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Thursday, October 20, 2011

MEPs cast watchful eye over Tunisia's road to democracy

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News Sunday, Tunisian voters are called to turn the page after the Arab Spring. At the request of Tunisia, MEPs will be responsible for ensuring the proper conduct of the election.

Just nine months after toppling President Zine El Abidine Ben Ali, Tunisia will take its first steps towards democracy when it holds elections Sunday for a constituent assembly to draft a new constitution. The EP is sending 15 MEPs to help assess the process. The MEPs are part of an EU Election Observation Mission that will make sure the election is conducted in line with Tunisia's commitments to international standards. "We hope that these elections will set an important precedent in the region," becoming a model for other countries that have also had revolutions (Egypt, Libya) and those that are still fighting (Syria, Yemen, Bahrain), delegation head Gabriele Albertini said. An interim government was formed after Ben Ali fled, but the political and economic situation remain unstable. Tunisians will vote for a constituent assembly to replace the interim government and draft a new constitution. Impetus for democracy After 23 years of dictatorship, Tunisia lacks a political culture. However, around 100 political parties have been registered and about 10,000 candidates will run in the elections, almost half of them independent. But there are concerns: about voter turnout - in a recent poll 26% of respondents said they didn't plan to vote - and about the weight of the Islamic party. The three main political forces are expected to be: the Islamist al-Nahda Party, the left leaning Progressive Democratic Party and the centre-right Democratic Forum of Labour and Liberties. Getting a fragile economy back on track The revolution has caused a downturn in Tunisia's economy, partly due to the 45% decline in tourism. Growth fell to 1.3% from 3.7% before the Jasmine revolution, while employment stands at 14%, including 150,000 highly-skilled young people, according to the Interior Minister. Another problem the new government must tackle is the huge disparities between the north and the much poorer south of the country. The elections are seen as an opportunity to stabilise the country, reassure foreign investors and tourists and restart the economy. EU supporting democratic elections In total, the EU is sending 130 people to observe and assist with the elections. MEP Michael Gahler, will lead the EU Election Observation Mission, which includes the EP Election Observation Mission. Gahler's team will remain in Tunisia until 13 November, having arrived on 8 September. The aim of the EP's mission is "to bring our experience as elected parliamentarians to bear in observing how the process is conducted," Mr Albertini said. EU officials will give their preliminary observations on Tuesday 25 October at a press conference in Tunis at 1200 CET.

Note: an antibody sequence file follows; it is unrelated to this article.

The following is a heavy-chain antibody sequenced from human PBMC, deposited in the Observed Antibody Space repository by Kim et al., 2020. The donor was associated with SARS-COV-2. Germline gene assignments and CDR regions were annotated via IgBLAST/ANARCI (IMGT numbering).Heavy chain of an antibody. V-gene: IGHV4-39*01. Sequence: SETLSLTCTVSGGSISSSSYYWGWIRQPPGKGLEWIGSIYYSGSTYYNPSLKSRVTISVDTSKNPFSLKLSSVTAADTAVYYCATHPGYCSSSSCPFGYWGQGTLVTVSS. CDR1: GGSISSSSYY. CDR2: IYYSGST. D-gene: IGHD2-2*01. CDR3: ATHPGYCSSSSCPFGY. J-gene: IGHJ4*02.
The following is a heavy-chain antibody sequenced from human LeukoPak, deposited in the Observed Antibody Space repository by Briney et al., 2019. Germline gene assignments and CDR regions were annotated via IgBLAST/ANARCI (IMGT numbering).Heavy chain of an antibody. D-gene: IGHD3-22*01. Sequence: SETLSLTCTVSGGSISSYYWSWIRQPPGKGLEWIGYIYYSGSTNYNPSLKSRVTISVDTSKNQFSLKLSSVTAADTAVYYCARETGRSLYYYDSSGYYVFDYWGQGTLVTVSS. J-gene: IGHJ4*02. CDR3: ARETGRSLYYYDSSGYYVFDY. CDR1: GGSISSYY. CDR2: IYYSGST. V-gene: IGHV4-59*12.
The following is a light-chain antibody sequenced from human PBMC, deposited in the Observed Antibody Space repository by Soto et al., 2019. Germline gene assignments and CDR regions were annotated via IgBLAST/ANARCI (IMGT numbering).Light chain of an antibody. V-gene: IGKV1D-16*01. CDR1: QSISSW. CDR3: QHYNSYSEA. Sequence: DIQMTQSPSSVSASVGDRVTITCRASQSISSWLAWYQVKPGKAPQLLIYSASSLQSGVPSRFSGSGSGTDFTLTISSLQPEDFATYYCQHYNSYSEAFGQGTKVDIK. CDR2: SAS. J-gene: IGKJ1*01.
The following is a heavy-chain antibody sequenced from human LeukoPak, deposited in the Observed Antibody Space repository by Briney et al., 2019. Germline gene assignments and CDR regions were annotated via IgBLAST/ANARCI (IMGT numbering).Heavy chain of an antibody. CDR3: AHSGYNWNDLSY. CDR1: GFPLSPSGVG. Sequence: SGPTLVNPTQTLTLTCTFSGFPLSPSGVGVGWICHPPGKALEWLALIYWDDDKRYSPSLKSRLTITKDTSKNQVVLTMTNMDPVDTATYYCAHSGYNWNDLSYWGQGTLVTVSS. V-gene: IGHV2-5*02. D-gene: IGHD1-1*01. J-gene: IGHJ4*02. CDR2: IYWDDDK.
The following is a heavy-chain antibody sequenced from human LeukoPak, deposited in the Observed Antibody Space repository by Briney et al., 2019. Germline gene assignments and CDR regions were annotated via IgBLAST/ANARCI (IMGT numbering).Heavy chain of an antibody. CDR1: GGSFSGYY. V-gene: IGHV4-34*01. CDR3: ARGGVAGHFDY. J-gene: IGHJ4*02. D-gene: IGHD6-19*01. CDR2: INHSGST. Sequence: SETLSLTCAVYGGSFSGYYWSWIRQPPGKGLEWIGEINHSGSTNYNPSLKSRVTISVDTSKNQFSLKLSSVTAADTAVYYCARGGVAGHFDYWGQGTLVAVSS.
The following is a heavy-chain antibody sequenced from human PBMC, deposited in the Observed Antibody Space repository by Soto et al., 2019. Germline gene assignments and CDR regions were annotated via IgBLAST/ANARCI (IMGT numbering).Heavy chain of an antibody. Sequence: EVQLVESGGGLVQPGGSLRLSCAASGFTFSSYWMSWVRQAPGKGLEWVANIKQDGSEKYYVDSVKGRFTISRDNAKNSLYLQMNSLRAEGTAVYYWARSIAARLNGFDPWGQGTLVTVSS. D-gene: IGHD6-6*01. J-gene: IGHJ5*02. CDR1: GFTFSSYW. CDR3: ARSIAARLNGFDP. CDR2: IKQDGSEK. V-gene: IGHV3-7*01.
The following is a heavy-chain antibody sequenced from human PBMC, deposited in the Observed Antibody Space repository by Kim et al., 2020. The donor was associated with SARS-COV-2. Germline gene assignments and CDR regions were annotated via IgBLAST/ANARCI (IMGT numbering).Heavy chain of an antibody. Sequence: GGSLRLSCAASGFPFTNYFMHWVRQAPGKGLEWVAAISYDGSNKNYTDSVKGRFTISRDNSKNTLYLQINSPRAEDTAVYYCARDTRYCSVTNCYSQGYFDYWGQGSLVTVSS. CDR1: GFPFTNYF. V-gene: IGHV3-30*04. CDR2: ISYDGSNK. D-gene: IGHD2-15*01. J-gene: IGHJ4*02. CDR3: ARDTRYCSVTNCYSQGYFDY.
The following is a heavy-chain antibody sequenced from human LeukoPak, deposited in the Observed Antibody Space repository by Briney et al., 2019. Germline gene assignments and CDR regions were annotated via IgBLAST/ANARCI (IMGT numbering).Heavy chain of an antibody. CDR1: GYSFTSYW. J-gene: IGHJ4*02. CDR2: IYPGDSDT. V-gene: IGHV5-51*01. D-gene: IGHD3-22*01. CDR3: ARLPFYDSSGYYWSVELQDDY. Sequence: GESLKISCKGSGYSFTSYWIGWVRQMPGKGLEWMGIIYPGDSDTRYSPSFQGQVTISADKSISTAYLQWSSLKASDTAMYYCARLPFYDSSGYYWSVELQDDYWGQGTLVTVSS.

Source :  Press room - European Parliament


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